If you were wondering which knife works best for your setup, you will find our typical recommendations here. The thicknesses we offer are standard steel gauges (13, 12, and 11) .090”, .105”, and .120”. The smaller the number, the thicker the stock.
Most older factory supplied guards use 14 gauge and even less in some cases. Until recently, this was typical. Now with newer saw designs coming out that are equipped with riving knives, more and more are shipping with .090 inch thick factory knives. Generally, our material is a bit under our posted thicknesses, but within .003”. This is due to manufacturing the brushed finish on the splitters and riving knives.
We use brushed finish 304 and 316 stainless steel for all splitters and riving knives.
It has been our experience that getting a splitter very close to the blade thickness is not the optimal choice. It can often result in sticking, pinching or otherwise binding during operation (sometimes on nearly every cut). This is a safety hazard — it will cause you to want to apply more pressure to feed wood to the blade.
You may have seen people cut lumber the exact thickness of the kerf and use this as a splitter mounted into the throat plate. The reason that works is because the splitters are so small in area, they don’t have enough surface to cause much friction. The larger area of bigger splitters will cause issues if they are too thick. We only sell a few of the thickest versions. They would be ideal on a saw in a cabinet shop that was dedicated for sheet goods. They also work on saws that have an easily adjusted splitter mounting bracket. Some are easy and some can be a bear.
Our most popular option is .090 inch thickness. We recommend the .090” for anyone using both types of blades (thin kerf and standard kerf). It actually works well for both due to the area of the splitter surface. The most popular option for anyone not using thin kerf blades is the .105″. These are slightly thicker and may bolster support to the guard.
Please check your blades with a caliper or micrometer before ordering. You can also make a stop cut in a piece of material and measure the resulting slot cut by the blade (preferred — may prove more accurate in many cases). In the past few years, some blade manufacturers are pushing the limits with ultra thin kerf blades. We feel that these are too thin to use safely. The best option is not to buy blades thinner than .090″. For table saws 3HP or higher, thin kerf blades tend to be a bit wobbly. We used to sell mainly thin kerf splitters and knives, but as of late, full kerf (1/8”) are becoming the norm again, and with good reason. Choose your blades wisely. If the blade is too thin to use the factory safety equipment, then how wise of a purchase can it really be?
The kerf thicknesses of blades from what we have experienced are as follows:
Thin Kerf — 091”-.098” Optimum splitter thickness we provide. .09”
Standard Kerf — .110”-.118” Optimum splitter thickness we provide. .105”
Full Kerf — always 1/8” or .125” Optimum splitter or riving knife thickness is .120”
Some teeth on blades taper down in thickness to the blade body. If you have this type of blade sharpened, the kerf thickness of the teeth will be narrower. This is why we encourage you to measure the width of the teeth of your blade with a micrometer before placing an order.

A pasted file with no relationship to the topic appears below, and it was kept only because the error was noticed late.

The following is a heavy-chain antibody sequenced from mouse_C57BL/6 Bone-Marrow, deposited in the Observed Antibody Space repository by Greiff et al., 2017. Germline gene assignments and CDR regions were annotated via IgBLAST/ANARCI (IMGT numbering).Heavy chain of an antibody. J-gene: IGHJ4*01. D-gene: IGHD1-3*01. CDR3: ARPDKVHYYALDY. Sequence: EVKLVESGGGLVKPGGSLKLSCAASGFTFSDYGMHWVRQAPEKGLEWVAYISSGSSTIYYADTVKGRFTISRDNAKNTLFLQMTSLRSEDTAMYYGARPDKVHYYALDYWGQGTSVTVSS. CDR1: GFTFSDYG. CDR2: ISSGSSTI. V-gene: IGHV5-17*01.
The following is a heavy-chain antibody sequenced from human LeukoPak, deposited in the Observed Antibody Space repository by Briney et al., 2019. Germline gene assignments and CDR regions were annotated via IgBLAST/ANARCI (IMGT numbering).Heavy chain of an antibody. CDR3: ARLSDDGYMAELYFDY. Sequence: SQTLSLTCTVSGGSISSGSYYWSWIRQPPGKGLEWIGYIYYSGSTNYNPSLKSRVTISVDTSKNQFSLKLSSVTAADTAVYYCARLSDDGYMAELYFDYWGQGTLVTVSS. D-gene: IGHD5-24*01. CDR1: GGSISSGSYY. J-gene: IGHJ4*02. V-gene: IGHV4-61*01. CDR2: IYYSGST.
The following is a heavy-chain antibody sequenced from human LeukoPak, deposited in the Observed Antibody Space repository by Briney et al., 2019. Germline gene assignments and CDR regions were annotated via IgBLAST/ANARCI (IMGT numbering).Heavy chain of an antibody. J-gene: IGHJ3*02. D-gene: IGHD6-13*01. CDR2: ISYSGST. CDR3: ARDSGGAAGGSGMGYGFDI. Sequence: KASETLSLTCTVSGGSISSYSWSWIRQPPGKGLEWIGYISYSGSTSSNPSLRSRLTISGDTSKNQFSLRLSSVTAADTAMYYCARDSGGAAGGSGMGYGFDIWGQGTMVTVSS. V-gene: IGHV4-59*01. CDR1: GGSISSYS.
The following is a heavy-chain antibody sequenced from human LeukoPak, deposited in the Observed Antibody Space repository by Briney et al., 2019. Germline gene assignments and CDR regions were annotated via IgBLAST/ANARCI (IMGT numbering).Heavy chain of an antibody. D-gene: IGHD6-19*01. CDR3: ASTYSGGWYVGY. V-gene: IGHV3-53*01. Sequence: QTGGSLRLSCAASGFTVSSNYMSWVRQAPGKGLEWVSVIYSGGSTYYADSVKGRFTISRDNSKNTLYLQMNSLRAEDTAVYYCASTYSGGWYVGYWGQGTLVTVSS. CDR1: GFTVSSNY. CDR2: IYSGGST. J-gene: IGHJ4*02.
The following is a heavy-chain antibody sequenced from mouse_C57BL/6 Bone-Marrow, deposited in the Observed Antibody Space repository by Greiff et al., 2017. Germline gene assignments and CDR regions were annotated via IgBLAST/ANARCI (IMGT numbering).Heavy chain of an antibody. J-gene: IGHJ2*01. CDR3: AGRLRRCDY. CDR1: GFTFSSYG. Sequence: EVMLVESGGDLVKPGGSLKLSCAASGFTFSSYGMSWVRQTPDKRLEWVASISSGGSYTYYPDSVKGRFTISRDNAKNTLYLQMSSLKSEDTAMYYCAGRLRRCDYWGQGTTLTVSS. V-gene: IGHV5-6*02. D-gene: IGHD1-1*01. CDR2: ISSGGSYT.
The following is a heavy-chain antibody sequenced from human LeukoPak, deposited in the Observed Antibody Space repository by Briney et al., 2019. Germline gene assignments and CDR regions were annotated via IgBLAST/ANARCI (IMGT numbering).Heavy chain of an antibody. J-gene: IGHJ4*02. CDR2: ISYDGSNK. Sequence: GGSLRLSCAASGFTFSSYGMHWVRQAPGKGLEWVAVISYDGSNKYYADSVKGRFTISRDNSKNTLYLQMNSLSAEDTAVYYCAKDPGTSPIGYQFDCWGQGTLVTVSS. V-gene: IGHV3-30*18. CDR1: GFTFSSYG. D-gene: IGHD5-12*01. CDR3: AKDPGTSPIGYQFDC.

We have the ability to make custom fabricated ultra thin splitters and riving knives, but for each different model we sell, there may be issues that will arise when using thinner stock. Email us if you require something thinner (Ex. 8” diameter blades). We will let you know what differences you may see or if it is possible on your saw. We can also custom fabricate riving knives and splitters for use with 8” blades that will sit closer to the blade to help prevent kickbacks.
Some customers use multiple different thickness blades that have a wide range of kerf thicknesses. I must recommend you purchase a splitter or riving knife that corresponds with the kerf thickness of your blade. We can make many different thickness splitters and knives. If you have a custom request, feel free to call or email.
Some customers are comfortable using full kerf blades with thin kerf riving knives and splitters. I do not recommend this. I have had numerous customers contact me and say that there is burning on the wood they cut. This is caused by the new blade they bought that happened to be a full kerf blade and they had a thin kerf splitter or knife installed. This is dangerous to not pay close attention to so please understand the kerf thickness of your blade.
Pay close attention to the alignment of the splitter or knife as well. If you experience binding of wood on the splitter or knife, but know you have ordered the correct thickness, make sure that it is in proper alignment with the blade. Sometimes the trunnion can be slightly out of alignment and will throw the knife off on the back end causing binding of the wood. This is not common, but it happens even with new saws. We’ve pretty much seen it all here. There are many youtube videos on how to align trunnions to the blade.
In summary, a good splitter or riving knife should be just a bit thinner than the thickness of your blade kerf. Safety should be easy and trying to use a splitter that is too thick is a step in the wrong direction.